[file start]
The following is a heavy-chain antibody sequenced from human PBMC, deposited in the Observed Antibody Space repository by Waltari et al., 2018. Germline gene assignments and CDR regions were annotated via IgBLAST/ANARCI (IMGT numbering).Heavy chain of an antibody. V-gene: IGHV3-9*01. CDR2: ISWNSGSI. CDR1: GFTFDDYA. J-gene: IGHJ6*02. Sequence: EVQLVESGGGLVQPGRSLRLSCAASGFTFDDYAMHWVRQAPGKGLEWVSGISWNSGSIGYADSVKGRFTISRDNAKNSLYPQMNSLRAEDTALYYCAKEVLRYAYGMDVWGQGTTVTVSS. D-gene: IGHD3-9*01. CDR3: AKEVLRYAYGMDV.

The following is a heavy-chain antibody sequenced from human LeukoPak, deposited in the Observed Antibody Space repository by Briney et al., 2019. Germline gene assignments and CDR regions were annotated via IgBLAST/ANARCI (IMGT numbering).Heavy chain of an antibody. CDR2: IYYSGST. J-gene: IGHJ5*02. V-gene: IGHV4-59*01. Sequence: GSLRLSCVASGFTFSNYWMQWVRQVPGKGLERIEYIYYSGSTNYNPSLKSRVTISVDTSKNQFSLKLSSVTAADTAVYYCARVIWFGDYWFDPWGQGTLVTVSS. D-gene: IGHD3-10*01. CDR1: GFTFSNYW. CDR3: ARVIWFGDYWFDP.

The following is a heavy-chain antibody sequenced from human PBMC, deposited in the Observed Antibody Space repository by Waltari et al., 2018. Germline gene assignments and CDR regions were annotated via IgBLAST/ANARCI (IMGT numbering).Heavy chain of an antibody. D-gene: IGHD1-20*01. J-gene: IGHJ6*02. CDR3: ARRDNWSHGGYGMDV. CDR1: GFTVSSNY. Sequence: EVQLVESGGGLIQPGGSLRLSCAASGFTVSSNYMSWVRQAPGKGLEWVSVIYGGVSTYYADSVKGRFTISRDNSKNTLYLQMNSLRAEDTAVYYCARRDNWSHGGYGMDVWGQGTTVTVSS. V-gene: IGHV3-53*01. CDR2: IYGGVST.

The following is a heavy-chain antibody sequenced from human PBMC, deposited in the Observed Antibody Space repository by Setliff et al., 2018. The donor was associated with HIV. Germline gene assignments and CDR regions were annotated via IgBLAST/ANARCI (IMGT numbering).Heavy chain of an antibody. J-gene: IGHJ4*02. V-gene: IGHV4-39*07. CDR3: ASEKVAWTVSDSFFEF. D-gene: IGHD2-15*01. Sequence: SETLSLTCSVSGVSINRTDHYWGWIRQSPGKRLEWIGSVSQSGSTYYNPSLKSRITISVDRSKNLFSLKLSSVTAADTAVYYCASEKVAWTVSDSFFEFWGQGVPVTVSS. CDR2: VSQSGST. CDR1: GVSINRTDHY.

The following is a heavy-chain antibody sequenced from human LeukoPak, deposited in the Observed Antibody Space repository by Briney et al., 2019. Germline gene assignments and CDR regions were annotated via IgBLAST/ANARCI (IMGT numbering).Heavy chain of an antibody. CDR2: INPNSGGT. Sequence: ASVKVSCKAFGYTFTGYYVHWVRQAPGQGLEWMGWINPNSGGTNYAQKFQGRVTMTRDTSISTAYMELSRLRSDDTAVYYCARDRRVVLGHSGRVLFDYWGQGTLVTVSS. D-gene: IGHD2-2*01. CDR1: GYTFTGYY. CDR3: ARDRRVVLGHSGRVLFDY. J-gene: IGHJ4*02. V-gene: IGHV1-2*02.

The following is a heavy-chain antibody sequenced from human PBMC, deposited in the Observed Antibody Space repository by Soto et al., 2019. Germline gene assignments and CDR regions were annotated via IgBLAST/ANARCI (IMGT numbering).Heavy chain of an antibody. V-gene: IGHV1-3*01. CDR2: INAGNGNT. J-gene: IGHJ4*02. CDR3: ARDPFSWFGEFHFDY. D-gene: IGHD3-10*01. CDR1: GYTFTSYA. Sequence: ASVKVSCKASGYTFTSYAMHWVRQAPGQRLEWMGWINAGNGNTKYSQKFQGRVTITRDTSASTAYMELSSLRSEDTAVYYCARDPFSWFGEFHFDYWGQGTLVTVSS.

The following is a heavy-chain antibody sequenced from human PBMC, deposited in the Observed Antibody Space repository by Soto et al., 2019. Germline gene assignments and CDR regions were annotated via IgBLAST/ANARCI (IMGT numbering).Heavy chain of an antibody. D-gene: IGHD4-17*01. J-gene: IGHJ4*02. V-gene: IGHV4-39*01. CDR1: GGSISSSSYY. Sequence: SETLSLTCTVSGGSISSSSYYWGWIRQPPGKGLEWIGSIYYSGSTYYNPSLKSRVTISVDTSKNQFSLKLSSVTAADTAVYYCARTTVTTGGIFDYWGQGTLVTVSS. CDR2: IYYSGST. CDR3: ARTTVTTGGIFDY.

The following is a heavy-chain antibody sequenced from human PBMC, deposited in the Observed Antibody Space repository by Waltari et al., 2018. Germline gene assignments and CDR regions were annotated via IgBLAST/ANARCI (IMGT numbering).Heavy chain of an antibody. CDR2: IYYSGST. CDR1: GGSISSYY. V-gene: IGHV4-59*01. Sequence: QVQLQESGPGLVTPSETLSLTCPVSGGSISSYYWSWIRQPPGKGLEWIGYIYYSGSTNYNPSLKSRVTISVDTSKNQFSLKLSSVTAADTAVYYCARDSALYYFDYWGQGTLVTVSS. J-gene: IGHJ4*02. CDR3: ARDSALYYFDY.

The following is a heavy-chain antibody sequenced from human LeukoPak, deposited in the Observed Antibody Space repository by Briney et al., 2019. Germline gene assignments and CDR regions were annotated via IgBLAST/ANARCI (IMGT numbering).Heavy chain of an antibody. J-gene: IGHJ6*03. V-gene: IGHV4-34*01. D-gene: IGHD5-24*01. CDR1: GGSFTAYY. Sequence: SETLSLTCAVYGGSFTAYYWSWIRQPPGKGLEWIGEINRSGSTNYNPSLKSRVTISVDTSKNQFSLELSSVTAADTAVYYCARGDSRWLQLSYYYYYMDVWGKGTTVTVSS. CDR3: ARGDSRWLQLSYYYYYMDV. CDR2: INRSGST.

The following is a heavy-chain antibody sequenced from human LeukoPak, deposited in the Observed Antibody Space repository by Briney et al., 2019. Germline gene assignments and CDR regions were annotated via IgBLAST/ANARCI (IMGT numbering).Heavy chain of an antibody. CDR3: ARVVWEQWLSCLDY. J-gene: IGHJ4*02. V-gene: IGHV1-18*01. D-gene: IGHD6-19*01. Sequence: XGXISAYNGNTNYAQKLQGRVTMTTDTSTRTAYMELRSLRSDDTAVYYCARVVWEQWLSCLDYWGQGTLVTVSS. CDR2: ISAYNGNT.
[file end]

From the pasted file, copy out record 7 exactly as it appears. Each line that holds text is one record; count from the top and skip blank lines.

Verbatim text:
The following is a heavy-chain antibody sequenced from human PBMC, deposited in the Observed Antibody Space repository by Soto et al., 2019. Germline gene assignments and CDR regions were annotated via IgBLAST/ANARCI (IMGT numbering).Heavy chain of an antibody. D-gene: IGHD4-17*01. J-gene: IGHJ4*02. V-gene: IGHV4-39*01. CDR1: GGSISSSSYY. Sequence: SETLSLTCTVSGGSISSSSYYWGWIRQPPGKGLEWIGSIYYSGSTYYNPSLKSRVTISVDTSKNQFSLKLSSVTAADTAVYYCARTTVTTGGIFDYWGQGTLVTVSS. CDR2: IYYSGST. CDR3: ARTTVTTGGIFDY.